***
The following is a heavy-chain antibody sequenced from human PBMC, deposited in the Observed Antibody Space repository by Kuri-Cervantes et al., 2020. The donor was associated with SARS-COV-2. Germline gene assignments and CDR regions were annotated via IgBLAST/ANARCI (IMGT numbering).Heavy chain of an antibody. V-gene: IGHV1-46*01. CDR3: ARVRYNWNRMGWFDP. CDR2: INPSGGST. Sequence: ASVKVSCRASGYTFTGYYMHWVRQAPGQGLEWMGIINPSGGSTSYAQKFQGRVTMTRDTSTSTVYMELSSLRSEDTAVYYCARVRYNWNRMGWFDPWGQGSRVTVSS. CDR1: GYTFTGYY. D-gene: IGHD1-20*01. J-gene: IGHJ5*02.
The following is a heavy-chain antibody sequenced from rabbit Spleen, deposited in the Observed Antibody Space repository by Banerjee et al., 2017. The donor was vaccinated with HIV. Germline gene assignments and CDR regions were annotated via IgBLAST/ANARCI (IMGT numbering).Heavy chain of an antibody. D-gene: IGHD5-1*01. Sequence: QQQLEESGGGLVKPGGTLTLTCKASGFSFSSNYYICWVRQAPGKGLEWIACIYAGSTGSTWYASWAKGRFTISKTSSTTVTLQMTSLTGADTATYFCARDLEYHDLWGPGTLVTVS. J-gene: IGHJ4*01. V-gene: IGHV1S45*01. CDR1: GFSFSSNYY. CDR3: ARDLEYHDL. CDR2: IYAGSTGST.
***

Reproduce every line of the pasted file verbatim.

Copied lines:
The following is a heavy-chain antibody sequenced from human PBMC, deposited in the Observed Antibody Space repository by Kuri-Cervantes et al., 2020. The donor was associated with SARS-COV-2. Germline gene assignments and CDR regions were annotated via IgBLAST/ANARCI (IMGT numbering).Heavy chain of an antibody. V-gene: IGHV1-46*01. CDR3: ARVRYNWNRMGWFDP. CDR2: INPSGGST. Sequence: ASVKVSCRASGYTFTGYYMHWVRQAPGQGLEWMGIINPSGGSTSYAQKFQGRVTMTRDTSTSTVYMELSSLRSEDTAVYYCARVRYNWNRMGWFDPWGQGSRVTVSS. CDR1: GYTFTGYY. D-gene: IGHD1-20*01. J-gene: IGHJ5*02.
The following is a heavy-chain antibody sequenced from rabbit Spleen, deposited in the Observed Antibody Space repository by Banerjee et al., 2017. The donor was vaccinated with HIV. Germline gene assignments and CDR regions were annotated via IgBLAST/ANARCI (IMGT numbering).Heavy chain of an antibody. D-gene: IGHD5-1*01. Sequence: QQQLEESGGGLVKPGGTLTLTCKASGFSFSSNYYICWVRQAPGKGLEWIACIYAGSTGSTWYASWAKGRFTISKTSSTTVTLQMTSLTGADTATYFCARDLEYHDLWGPGTLVTVS. J-gene: IGHJ4*01. V-gene: IGHV1S45*01. CDR1: GFSFSSNYY. CDR3: ARDLEYHDL. CDR2: IYAGSTGST.